Throughout 2021, Airwars worked with international partners to support a strongly worded UN-backed international political declaration against the use of EWIPA. The final UN-backed conference debating this declaration will be held in summer 2022, with Airwars playing a key role advocating for change.

▲ An airstrike in Gaza is the front cover image for Airwars' 2021 annual report (Credit: Hani al Shaer)

Published

April 8, 2022

Written by

Sanjana Varghese

International gathering brings nearer a protocol on restricting explosive weapon use in urban areas.

States edged closer to a political declaration on the use of explosive weapons in populated areas on April 8th, after three days of crunch talks in Geneva.

More than 65 states descended on the Swiss city for key talks on the wording of a political declaration that advocates believe would save thousands of lives by restricting the use of wide area effect explosive weapons in populated areas (EWIPA). Detractors, such as the United States government, argue it would unfairly limit the freedom of their own military actions and have threatened not to sign.

While no final text was agreed upon Friday, all sides struck an optimistic tone at the end of the three-day meet – saying a deal was nearer than ever. Delegates will meet again for one day in two months before an adoption ceremony expected in the summer.

“There are clearly differences of opinion but we have seen a very positive, solution oriented approach,” the chairperson, Ambassador Michael Gaffey of Ireland, said. “We are not simply working on a formula of words in a political declaration –  we want to make a real difference and impact on the ground and foster behavioural change.”

The talks were given additional urgency by the ongoing war in Ukraine, and Russia’s extensive use of explosive weapons on its cities. Moscow did not attend the talks.

Even the United States, widely viewed as one of the most hostile states to a declaration with teeth, struck a more positive tone than in previous meets. “There are still tough drafting issues and decisions ahead, and we have to get them right. The US delegation pledges our goodwill, to help to get to a positive outcome. We look forward to doing so.”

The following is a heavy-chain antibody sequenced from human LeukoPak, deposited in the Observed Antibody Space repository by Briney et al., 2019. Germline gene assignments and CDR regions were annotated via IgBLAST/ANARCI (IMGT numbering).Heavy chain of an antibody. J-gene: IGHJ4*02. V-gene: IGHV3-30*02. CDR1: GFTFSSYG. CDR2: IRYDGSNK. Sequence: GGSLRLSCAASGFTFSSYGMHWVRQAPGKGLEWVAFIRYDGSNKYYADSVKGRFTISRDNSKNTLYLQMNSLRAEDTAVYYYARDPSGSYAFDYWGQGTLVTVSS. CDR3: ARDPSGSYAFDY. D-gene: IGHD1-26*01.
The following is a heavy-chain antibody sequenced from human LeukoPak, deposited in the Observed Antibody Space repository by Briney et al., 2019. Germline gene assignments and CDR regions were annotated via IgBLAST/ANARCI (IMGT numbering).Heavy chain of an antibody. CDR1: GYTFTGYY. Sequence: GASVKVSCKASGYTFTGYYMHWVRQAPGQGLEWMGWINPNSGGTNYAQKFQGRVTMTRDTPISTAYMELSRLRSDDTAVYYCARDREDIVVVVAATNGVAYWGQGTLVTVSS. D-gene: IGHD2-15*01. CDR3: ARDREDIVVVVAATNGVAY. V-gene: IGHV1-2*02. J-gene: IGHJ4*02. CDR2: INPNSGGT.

Since 2018, Ireland has chaired consultations on the use of explosive weapons in populated areas. In the sessions since, the need for such a declaration – which is not legally binding and so does not create new legal obligations – has only become clearer.

“The draft declaration text holds the potential to make a meaningful contribution to the protection of civilians, and negotiations over the past few days have overall been constructive,” Laura Boillot of INEW, a network of NGOs pushing for the protocol, told Airwars.

“But decisions will now need to be made if the final text is going to have humanitarian effect. Most importantly it needs to establish a presumption against the use of explosive weapons with wide area effects in towns, cities and other populated areas.”

It will be a failure to leave this room agreeing that simply restating existing laws will reduce civilian harm – a failure for all of us who came here with the intention to reduce that harm in the first place." @alma_osta in HI concluding remarks at #EWIPA negotiations today. pic.twitter.com/pTKpgfqWWU

— HI_Advocacy (@HI_Advocacy) April 8, 2022

Civil society groups and international agencies made a strong case for restricting EWIPA.

Three days of consultations

During three days of focused talks, several key fissures bubbled. While states in attendance – and civil society organisations – repeatedly emphasised the shared desire to produce a tangible and meaningful political declaration that could help save civilian lives on the ground, the practicalities of the process made clear that good intentions weren’t going to be enough.

On the first day of the informal consultations on April 6th, states made general remarks – affirming their support for the proceedings as well as their national positions – after an introductory statement from Ireland, the penholder.

In these general remarks, most states tended towards re-affirming the positions they had made clear in previous negotiations. On the hawkish side, the UK, US, Israel and Canada all emphasized that their positions as militarily active states meant that they would not sign a declaration in its current form, which included strong language about avoiding the use of explosive weapons in urban areas. Throughout the week, the delegates from these countries could often be seen meeting as a bloc outside of formal proceedings.